# What is the equivalent moment of inertia of a two-pivot pendulum?

I am working on a system that consists of a hanging-pendulum thrust balance with two pivot points, one in the front and one in the back There is a heavy weight applied in the front. I can change the position of the center of gravity by applying counterweights on the rear part. See attached image.. The position of the center of gravity is known as well as the moments of inertia with respect the pivot points

I would like to simplify this system to an equivalent physical pendulum with one pivot point. However, because I have two pivot points, I have two moments of inertia, one with respect to each one of the pivots.

In the beginning I thought about taking the mean average of both, and then calculate the period of a physical pendulum or compound pendulum, just as Hyperphysics suggests: $T=2\pi\sqrt{\frac{I_{y}}{mgLcm}}$, where

• $I_{y}$ is the average moment of inertia,
• $m$ is the mass of the system,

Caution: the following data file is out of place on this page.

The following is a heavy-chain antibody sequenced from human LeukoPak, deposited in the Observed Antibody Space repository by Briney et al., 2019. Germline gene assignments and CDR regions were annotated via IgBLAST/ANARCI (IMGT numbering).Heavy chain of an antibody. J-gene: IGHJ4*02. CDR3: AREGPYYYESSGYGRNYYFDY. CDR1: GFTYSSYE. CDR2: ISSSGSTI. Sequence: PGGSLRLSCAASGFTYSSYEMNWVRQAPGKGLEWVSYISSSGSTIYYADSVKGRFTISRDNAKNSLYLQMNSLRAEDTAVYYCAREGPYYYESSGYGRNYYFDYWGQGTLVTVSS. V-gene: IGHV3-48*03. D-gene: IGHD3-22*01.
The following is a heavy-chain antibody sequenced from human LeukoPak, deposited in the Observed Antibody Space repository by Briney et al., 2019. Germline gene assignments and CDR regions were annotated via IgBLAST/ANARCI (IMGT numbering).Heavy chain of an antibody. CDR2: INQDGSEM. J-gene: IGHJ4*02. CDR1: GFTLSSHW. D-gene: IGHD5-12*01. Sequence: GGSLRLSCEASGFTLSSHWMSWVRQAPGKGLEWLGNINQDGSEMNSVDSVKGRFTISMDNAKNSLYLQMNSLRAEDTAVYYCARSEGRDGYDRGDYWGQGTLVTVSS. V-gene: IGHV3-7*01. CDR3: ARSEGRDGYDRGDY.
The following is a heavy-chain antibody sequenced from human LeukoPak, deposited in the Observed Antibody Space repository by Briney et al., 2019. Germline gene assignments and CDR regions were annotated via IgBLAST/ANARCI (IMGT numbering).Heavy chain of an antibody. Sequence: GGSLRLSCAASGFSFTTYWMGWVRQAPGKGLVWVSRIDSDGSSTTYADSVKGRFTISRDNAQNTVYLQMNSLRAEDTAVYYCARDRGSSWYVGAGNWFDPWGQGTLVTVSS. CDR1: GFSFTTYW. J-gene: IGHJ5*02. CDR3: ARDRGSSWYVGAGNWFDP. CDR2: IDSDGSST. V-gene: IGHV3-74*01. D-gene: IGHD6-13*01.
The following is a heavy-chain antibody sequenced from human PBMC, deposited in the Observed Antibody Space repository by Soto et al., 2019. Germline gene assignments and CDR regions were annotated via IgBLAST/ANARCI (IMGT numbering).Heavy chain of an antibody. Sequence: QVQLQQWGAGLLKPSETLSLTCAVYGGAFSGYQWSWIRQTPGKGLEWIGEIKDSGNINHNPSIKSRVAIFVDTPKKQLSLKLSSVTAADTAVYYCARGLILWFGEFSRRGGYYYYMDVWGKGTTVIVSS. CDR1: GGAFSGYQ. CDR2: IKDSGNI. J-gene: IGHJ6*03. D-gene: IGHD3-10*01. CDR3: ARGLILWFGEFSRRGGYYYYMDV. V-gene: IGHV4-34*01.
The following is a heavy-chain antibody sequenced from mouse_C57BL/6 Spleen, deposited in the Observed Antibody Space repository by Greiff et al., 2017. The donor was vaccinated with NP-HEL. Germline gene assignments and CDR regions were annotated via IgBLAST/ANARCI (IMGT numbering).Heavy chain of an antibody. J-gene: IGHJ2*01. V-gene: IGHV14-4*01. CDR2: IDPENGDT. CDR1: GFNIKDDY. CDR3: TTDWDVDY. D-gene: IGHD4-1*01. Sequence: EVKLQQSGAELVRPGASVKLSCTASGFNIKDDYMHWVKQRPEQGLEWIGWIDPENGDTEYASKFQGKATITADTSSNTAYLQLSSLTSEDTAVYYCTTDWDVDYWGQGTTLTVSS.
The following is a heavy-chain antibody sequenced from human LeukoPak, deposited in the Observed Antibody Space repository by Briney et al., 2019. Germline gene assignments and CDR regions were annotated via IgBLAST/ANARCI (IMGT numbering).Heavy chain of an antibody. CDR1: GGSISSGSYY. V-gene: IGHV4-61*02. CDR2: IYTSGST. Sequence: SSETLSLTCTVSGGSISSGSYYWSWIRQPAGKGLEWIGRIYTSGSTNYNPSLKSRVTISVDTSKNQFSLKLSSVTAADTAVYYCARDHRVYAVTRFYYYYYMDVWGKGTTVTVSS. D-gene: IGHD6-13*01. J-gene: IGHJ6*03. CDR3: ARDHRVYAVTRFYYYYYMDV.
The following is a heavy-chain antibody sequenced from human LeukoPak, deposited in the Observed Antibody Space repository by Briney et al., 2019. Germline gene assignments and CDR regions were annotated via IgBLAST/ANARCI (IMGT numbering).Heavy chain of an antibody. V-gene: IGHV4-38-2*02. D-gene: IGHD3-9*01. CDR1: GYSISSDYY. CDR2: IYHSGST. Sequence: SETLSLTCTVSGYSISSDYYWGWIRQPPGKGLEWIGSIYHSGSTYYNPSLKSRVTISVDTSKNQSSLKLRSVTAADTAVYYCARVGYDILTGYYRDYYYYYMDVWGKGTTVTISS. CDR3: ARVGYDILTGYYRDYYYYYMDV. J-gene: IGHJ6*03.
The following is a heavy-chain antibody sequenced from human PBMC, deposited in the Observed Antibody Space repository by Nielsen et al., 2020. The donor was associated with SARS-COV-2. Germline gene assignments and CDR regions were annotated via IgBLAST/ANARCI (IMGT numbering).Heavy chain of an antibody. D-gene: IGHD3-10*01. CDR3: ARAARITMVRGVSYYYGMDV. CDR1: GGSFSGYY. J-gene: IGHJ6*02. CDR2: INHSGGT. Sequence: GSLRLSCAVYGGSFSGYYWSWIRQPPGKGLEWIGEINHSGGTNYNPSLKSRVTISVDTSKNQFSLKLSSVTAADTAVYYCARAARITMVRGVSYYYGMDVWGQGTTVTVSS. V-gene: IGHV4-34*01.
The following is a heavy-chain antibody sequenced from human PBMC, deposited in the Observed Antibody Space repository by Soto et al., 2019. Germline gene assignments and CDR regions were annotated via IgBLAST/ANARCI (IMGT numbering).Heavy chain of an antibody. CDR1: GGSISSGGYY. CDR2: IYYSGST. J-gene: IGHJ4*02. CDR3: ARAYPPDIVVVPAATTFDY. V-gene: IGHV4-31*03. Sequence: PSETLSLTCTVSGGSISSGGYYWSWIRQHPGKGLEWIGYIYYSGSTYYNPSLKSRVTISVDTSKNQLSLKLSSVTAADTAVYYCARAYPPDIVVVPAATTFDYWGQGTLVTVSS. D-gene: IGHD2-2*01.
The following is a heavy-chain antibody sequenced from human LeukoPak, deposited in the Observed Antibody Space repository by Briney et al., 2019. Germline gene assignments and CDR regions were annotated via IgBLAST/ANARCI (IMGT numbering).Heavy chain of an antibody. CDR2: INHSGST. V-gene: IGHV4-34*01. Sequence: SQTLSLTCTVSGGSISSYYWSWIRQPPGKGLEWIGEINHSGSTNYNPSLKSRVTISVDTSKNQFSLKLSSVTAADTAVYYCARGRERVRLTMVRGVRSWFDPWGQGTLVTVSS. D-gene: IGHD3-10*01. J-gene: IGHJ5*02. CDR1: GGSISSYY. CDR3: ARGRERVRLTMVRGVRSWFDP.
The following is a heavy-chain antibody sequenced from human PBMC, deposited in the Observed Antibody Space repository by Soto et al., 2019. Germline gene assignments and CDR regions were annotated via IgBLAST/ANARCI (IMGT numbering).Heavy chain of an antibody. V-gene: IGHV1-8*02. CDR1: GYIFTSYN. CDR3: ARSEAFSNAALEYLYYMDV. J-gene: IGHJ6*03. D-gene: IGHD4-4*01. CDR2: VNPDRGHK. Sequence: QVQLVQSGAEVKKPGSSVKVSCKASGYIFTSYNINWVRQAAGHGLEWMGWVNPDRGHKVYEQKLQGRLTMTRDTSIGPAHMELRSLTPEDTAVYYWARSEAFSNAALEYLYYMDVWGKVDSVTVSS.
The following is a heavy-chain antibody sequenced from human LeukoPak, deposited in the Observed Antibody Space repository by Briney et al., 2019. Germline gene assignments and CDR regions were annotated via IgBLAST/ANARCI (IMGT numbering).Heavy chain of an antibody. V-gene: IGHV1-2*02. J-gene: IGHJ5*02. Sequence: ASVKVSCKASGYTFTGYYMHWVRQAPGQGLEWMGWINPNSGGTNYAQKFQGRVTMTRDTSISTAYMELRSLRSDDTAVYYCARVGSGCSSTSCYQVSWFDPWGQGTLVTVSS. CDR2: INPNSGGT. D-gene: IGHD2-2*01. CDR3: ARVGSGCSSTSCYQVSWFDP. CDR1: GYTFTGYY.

• $L_{cm}$ is the distance pivot-center of mass.

but this just does not seem right. Can somebody give me a hint on how to do this? Better, is it even reasonable to do such simplification? Shall I use a matrix notation? My purpose is to study how the thrust balance will respond when a force is applied upon it.

I have analyzed the oscillations of the system for several counterweights. From the study of those oscillations I can obtain the damping coefficient $\zeta$ and the natural frequency of the undamped system $\omega_{n}$, but I still need $I_{y}$ to complete the equation $\omega_{n}=\sqrt{\frac{k}{I_{y}}}$.

• What happens if you instead start with 2 pendulums coupled with a spring, and set the spring constant to infinity? e.g. maths.surrey.ac.uk/explore/michaelspages/documentation/Coupled Dec 16, 2015 at 14:47
• You can model the hangers as springs in parallel to find the property of the equivalent pendulum with a single pivot.
– r13
Aug 18, 2021 at 19:24

You have two moments which means you need to find the neutral axis which usually coincides with the system centroid along $$I_{xx}$$.
The difficulty is overcome by applying simple rules of statics and equilibrium. $$\Sigma M_A + \Sigma M_B=\Sigma M_{W}$$